But equalization? Over the period Tombe identified, Alberta received $450 less per person than the average in Canada (exactly the same as B.C., incidentally). That’s 10 per cent of the net outflow of dollars out of Alberta.

It’s not nothing. But I would argue that proponents of dismantling equalization are missing something very important.

Some have argued that equalization is the glue that holds Canada together. My version is that equalization is the bribe that prevents Canada from breaking up.

Without equalization several of our provinces couldn’t provide basic health or education services to their populations. Manitoba and the Atlantic provinces’ residents received between $1,000 and $2,000 more in equalization transfers relative to the average from 2007-2016. Quebec got $600. Without these cash infusions, these provinces would be clamouring for Ottawa to take over their health and education systems. It would produce pressure on our federal government to run more things.

That  would be bad, and not just for for Alberta. Ten per cent of our net advantage over the rest of the country is a small bribe (ok, maybe call it a tip, a reasonable one at that) to make sure that we get to run our own health and education ministries without half of Canada’s provinces wanting to transfer that responsibility to our federal government in Ottawa.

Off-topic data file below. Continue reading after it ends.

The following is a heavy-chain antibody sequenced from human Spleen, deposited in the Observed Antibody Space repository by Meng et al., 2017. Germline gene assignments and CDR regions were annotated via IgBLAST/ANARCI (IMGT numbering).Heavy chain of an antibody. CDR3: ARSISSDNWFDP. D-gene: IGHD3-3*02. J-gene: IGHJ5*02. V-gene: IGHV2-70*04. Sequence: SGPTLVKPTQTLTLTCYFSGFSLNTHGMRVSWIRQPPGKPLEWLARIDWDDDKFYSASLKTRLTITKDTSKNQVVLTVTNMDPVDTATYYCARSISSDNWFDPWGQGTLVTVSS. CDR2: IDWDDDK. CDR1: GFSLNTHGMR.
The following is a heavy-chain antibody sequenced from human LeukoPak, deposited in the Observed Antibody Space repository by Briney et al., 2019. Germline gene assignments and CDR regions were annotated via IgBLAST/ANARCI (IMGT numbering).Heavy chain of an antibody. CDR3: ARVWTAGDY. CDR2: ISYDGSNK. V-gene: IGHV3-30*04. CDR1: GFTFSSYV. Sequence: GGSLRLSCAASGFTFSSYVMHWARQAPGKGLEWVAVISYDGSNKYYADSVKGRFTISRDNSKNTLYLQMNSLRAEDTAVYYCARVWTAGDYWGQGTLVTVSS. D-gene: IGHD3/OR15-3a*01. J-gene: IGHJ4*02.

I have been among the most vocal supporters of firewalls for Alberta because I believe that firewalls make Alberta stronger within a united Canada (like firewalls on your laptop make your computer stronger as part of a larger network). Quebec maintains its own pension plan and tax collection agency, and Ontario its own police force. These provinces seem to think that managing these programs closer to home is a net benefit. They are, and Alberta should also bring home the things we can afford to do — even if they cost more.  Especially because these are things that will make Alberta more resilient within a decentralized Canada.

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To put it another way, the Firewall proposals and most of Kenney’s Fair Deal proposals are excellent tools to fend off separatism in Alberta, just as many of there were, and are, in Quebec.

The equalization referendum is different.

An equalization referendum is wrong analytically because it cannot address the net transfer to the rest of the country from Alberta. 

An equalization referendum is wrong tactically because Jason Kenney already has all the authority he needs to negotiate transfers with Ottawa, and implement his Fair Deal ideas for Alberta.

And finally, and most importantly, an equalization referendum is wrong strategically because unlike nearly all of the Firewall and other Fair Deal proposals, even if it passes, it doesn’t actually give Alberta any more leverage to negotiate transfers than it has right now. Unlike the Fair Deal proposals, even a successful referendum is unlikely to force any real concessions or policy changes from Ottawa. In short, a policy intended to placate Alberta’s restive separatists will only weaken the province in the long run.

That’s not a good look for a winner.